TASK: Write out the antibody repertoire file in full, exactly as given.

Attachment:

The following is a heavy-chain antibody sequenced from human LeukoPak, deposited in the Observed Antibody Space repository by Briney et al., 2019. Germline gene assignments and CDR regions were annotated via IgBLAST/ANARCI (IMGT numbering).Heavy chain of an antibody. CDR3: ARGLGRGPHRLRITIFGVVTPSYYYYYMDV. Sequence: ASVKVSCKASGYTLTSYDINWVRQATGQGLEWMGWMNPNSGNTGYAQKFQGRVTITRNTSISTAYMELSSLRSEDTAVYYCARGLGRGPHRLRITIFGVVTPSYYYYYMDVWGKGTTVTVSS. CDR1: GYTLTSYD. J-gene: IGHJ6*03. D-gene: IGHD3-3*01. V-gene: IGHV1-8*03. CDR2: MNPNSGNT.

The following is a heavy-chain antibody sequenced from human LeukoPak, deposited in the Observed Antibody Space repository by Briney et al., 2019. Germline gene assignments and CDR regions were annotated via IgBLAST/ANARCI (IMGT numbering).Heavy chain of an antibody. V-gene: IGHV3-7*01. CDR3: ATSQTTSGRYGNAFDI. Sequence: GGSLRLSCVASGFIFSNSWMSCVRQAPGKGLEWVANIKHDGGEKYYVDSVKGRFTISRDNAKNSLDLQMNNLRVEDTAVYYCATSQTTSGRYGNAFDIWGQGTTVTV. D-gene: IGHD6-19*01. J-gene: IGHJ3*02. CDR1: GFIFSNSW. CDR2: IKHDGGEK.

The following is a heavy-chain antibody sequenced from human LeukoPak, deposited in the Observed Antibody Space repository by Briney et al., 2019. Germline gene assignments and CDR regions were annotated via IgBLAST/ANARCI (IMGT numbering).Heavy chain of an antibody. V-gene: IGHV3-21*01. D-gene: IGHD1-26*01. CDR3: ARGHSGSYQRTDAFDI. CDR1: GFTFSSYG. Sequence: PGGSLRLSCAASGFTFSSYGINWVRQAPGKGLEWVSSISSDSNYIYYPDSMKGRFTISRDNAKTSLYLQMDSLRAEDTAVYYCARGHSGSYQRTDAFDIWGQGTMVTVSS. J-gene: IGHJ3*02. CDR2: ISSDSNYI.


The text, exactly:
The following is a heavy-chain antibody sequenced from human LeukoPak, deposited in the Observed Antibody Space repository by Briney et al., 2019. Germline gene assignments and CDR regions were annotated via IgBLAST/ANARCI (IMGT numbering).Heavy chain of an antibody. CDR3: ARGLGRGPHRLRITIFGVVTPSYYYYYMDV. Sequence: ASVKVSCKASGYTLTSYDINWVRQATGQGLEWMGWMNPNSGNTGYAQKFQGRVTITRNTSISTAYMELSSLRSEDTAVYYCARGLGRGPHRLRITIFGVVTPSYYYYYMDVWGKGTTVTVSS. CDR1: GYTLTSYD. J-gene: IGHJ6*03. D-gene: IGHD3-3*01. V-gene: IGHV1-8*03. CDR2: MNPNSGNT.

The following is a heavy-chain antibody sequenced from human LeukoPak, deposited in the Observed Antibody Space repository by Briney et al., 2019. Germline gene assignments and CDR regions were annotated via IgBLAST/ANARCI (IMGT numbering).Heavy chain of an antibody. V-gene: IGHV3-7*01. CDR3: ATSQTTSGRYGNAFDI. Sequence: GGSLRLSCVASGFIFSNSWMSCVRQAPGKGLEWVANIKHDGGEKYYVDSVKGRFTISRDNAKNSLDLQMNNLRVEDTAVYYCATSQTTSGRYGNAFDIWGQGTTVTV. D-gene: IGHD6-19*01. J-gene: IGHJ3*02. CDR1: GFIFSNSW. CDR2: IKHDGGEK.

The following is a heavy-chain antibody sequenced from human LeukoPak, deposited in the Observed Antibody Space repository by Briney et al., 2019. Germline gene assignments and CDR regions were annotated via IgBLAST/ANARCI (IMGT numbering).Heavy chain of an antibody. V-gene: IGHV3-21*01. D-gene: IGHD1-26*01. CDR3: ARGHSGSYQRTDAFDI. CDR1: GFTFSSYG. Sequence: PGGSLRLSCAASGFTFSSYGINWVRQAPGKGLEWVSSISSDSNYIYYPDSMKGRFTISRDNAKTSLYLQMDSLRAEDTAVYYCARGHSGSYQRTDAFDIWGQGTMVTVSS. J-gene: IGHJ3*02. CDR2: ISSDSNYI.